Some find running or walking on a treadmill boring, but it has a number advantageous over an outdoor workout, among them protection from the elements, the ability to control your speed absolutely, and a soft, low impact surface. Perhaps the greatest edge the treadmill has over training outside is that you can run up a "hill" without having to pound your muscles and joints coming back down. But what is "percent grade" in terms a non-nerd can understand?
Finding Your Ideal Hill
Walk briskly or jog easily on a treadmill set to a 0 percent grade for five to 10 minutes to warm up. Depending on your fitness level, this could be anywhere from about 4 mph to about 6 mph.
Elevate the belt gradually to a walking or jogging pace that feels challenging, but not so difficult that you couldn't maintain it for at least 10 minutes if you want to. This should feel similar to your "favorite" hill outside, ideally one that takes you at least a couple of minutes to climb.
Note the percent grade on the treadmill console and stop the treadmill. Most treadmills go up to 10 percent; a few specialty treadmills reach 15 percent, but these are largely confined to pro-football training camps and the like.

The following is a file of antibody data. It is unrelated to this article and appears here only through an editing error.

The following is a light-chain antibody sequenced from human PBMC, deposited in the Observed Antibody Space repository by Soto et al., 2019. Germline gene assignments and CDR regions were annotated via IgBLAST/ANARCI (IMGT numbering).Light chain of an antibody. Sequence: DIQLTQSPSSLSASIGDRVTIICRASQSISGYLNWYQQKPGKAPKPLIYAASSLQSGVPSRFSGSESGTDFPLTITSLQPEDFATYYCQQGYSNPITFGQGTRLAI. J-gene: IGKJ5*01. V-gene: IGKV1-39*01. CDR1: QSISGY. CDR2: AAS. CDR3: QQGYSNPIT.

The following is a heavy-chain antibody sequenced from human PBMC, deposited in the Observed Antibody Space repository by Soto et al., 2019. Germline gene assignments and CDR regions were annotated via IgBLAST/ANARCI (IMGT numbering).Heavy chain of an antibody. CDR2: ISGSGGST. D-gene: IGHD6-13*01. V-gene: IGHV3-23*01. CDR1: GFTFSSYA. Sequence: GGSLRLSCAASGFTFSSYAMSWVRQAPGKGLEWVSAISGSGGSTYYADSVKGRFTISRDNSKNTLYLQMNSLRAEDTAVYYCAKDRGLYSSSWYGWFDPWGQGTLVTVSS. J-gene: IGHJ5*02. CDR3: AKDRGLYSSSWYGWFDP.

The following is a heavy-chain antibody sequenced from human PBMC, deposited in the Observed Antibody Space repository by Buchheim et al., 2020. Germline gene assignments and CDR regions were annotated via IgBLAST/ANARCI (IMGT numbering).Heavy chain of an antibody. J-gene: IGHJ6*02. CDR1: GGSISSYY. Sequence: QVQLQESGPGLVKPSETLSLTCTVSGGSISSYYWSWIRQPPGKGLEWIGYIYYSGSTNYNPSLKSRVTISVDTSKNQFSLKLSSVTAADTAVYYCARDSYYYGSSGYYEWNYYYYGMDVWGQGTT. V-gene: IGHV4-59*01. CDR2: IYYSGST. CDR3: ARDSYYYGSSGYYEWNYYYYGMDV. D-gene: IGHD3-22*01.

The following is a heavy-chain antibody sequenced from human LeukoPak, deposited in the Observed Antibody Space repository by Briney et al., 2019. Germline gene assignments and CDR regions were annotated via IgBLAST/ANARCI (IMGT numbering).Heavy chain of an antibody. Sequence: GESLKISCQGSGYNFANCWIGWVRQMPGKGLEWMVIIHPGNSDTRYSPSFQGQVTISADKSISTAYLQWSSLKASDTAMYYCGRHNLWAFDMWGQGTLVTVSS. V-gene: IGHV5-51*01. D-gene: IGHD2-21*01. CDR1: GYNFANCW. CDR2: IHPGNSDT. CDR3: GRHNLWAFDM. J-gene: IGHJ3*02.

Calculations and Comparisons
Turn on your calculator and input the percent grade. In geometry, this number is the slope -- "rise over run" -- multiplied by 100 to convert from a decimal to a percent. For example, if you climb an 8 percent grade, for every 100 feet you walk or jog, you gain 8 feet of elevation. 8/100 = 0.08, and 100*0.08 = 8 percent.
Calculate the angle in degrees corresponding to your selected grade. In trigonometry, the slope is the same thing as the tangent of this angle -- the length of the side of a right triangle opposite this angle divided by the side next to it. Do this by dividing the percent grade you punched in by by 100, then hitting the "inverse" button on your calculator followed by the "tangent" button.
Recognize that the percent grade and the angle are not the same thing -- many treadmill users are not aware of this. Using the example of an 8 percent grade, you would calculate an angle of 4.6 degrees. Even this feels quite steep; a 100-percent grade is not a climb straight up, but a climb of 45 degrees, too steep to run or walk up.
Things You'll Need
L.T. Davidson has been a professional writer and editor since 1994. He has been published in "Triathlete," "Men's Fitness" and "Competitor." A former elite cyclist with a Master of Science in exercise physiology from the University of Miami, Davidson is now in the broadcast news business.